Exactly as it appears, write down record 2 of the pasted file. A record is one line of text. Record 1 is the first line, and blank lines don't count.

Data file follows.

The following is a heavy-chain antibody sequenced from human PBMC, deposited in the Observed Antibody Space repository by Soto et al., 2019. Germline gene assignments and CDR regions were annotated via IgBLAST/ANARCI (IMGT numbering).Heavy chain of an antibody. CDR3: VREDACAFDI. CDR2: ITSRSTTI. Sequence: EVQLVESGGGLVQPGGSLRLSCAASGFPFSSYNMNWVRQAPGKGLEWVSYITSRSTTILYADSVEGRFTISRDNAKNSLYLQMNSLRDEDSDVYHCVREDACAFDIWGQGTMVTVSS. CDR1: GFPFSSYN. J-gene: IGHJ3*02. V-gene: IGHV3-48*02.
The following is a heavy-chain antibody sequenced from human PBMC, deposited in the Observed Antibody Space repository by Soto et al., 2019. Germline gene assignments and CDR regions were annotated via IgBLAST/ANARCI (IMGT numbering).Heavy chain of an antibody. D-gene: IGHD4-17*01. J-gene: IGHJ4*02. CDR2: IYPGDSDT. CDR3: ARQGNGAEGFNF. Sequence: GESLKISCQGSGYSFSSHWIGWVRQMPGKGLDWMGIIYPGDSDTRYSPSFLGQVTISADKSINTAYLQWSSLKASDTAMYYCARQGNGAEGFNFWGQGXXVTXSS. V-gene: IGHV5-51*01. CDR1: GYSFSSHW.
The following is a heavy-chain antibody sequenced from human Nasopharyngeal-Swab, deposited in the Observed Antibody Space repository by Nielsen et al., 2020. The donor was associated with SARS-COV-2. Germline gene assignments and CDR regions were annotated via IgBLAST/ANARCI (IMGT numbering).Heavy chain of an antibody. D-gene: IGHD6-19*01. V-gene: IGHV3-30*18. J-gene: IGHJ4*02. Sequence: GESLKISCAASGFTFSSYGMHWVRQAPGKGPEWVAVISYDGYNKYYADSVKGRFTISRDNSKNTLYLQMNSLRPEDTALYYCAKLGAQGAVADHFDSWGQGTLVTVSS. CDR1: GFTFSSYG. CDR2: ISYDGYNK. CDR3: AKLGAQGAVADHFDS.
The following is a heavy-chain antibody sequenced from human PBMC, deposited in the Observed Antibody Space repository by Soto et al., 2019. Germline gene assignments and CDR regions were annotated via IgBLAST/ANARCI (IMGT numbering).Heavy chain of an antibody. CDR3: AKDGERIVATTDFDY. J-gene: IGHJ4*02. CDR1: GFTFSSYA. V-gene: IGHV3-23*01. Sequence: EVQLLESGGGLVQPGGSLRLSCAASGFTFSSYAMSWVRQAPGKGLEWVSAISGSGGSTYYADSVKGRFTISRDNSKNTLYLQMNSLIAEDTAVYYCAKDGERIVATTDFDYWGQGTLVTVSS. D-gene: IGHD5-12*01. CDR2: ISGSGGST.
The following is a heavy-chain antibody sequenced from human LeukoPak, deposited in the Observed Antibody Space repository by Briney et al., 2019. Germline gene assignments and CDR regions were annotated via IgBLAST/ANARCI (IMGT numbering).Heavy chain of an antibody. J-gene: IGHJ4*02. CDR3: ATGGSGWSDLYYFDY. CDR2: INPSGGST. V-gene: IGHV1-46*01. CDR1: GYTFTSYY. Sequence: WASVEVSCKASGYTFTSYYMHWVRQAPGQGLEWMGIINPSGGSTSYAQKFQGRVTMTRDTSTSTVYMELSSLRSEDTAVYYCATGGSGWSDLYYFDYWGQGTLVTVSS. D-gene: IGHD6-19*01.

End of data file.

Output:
The following is a heavy-chain antibody sequenced from human PBMC, deposited in the Observed Antibody Space repository by Soto et al., 2019. Germline gene assignments and CDR regions were annotated via IgBLAST/ANARCI (IMGT numbering).Heavy chain of an antibody. D-gene: IGHD4-17*01. J-gene: IGHJ4*02. CDR2: IYPGDSDT. CDR3: ARQGNGAEGFNF. Sequence: GESLKISCQGSGYSFSSHWIGWVRQMPGKGLDWMGIIYPGDSDTRYSPSFLGQVTISADKSINTAYLQWSSLKASDTAMYYCARQGNGAEGFNFWGQGXXVTXSS. V-gene: IGHV5-51*01. CDR1: GYSFSSHW.